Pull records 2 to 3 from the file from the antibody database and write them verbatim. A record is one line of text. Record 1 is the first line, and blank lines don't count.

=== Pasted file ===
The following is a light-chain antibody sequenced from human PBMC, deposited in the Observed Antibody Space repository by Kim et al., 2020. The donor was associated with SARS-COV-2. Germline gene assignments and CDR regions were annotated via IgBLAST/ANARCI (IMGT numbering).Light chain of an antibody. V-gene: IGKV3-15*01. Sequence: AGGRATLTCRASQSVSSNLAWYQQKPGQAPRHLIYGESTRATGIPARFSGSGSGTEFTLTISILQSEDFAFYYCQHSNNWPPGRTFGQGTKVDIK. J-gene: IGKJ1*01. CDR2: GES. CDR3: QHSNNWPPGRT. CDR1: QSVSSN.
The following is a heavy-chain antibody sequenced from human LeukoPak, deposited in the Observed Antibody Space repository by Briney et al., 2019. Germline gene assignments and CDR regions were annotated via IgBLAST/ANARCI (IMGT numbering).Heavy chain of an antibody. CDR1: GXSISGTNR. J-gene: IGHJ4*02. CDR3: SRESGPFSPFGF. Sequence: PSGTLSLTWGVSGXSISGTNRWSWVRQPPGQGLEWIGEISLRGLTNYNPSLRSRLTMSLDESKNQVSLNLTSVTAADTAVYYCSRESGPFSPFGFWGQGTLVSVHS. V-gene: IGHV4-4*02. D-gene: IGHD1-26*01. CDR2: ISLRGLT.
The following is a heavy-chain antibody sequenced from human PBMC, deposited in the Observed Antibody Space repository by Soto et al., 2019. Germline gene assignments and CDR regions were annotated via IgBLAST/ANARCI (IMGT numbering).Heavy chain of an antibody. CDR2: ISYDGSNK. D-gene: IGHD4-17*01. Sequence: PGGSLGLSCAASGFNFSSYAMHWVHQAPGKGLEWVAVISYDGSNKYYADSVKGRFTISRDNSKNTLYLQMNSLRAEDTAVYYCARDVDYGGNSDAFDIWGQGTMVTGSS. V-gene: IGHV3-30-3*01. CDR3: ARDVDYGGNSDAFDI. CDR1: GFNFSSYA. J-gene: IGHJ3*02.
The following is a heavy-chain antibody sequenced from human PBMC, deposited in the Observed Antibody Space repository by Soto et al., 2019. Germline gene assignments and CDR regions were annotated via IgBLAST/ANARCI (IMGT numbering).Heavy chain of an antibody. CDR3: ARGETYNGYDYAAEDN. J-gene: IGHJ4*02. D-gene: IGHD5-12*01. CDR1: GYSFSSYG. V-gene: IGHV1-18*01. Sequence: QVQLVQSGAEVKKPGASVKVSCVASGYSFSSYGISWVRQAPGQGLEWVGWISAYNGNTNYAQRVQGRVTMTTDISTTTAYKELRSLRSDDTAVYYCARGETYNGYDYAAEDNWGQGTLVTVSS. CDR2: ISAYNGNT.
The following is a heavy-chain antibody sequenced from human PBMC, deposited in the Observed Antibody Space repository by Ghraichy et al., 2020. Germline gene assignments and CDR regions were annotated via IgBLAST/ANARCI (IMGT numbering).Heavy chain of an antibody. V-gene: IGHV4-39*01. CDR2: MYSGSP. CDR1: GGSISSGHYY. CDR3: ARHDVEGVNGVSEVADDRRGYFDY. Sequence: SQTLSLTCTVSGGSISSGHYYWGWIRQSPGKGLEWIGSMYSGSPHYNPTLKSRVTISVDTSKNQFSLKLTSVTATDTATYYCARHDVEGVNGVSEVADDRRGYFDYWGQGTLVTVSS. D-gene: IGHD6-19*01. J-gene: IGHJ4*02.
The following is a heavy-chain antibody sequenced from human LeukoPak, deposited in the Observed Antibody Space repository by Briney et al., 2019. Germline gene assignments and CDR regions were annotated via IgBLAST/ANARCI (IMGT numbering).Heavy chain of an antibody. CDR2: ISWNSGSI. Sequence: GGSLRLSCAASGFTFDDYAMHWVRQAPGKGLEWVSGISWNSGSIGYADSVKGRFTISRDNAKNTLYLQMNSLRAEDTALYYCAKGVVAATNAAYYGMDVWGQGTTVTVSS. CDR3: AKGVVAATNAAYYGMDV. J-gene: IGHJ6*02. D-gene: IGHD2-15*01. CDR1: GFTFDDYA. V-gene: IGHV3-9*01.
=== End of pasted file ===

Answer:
The following is a heavy-chain antibody sequenced from human LeukoPak, deposited in the Observed Antibody Space repository by Briney et al., 2019. Germline gene assignments and CDR regions were annotated via IgBLAST/ANARCI (IMGT numbering).Heavy chain of an antibody. CDR1: GXSISGTNR. J-gene: IGHJ4*02. CDR3: SRESGPFSPFGF. Sequence: PSGTLSLTWGVSGXSISGTNRWSWVRQPPGQGLEWIGEISLRGLTNYNPSLRSRLTMSLDESKNQVSLNLTSVTAADTAVYYCSRESGPFSPFGFWGQGTLVSVHS. V-gene: IGHV4-4*02. D-gene: IGHD1-26*01. CDR2: ISLRGLT.
The following is a heavy-chain antibody sequenced from human PBMC, deposited in the Observed Antibody Space repository by Soto et al., 2019. Germline gene assignments and CDR regions were annotated via IgBLAST/ANARCI (IMGT numbering).Heavy chain of an antibody. CDR2: ISYDGSNK. D-gene: IGHD4-17*01. Sequence: PGGSLGLSCAASGFNFSSYAMHWVHQAPGKGLEWVAVISYDGSNKYYADSVKGRFTISRDNSKNTLYLQMNSLRAEDTAVYYCARDVDYGGNSDAFDIWGQGTMVTGSS. V-gene: IGHV3-30-3*01. CDR3: ARDVDYGGNSDAFDI. CDR1: GFNFSSYA. J-gene: IGHJ3*02.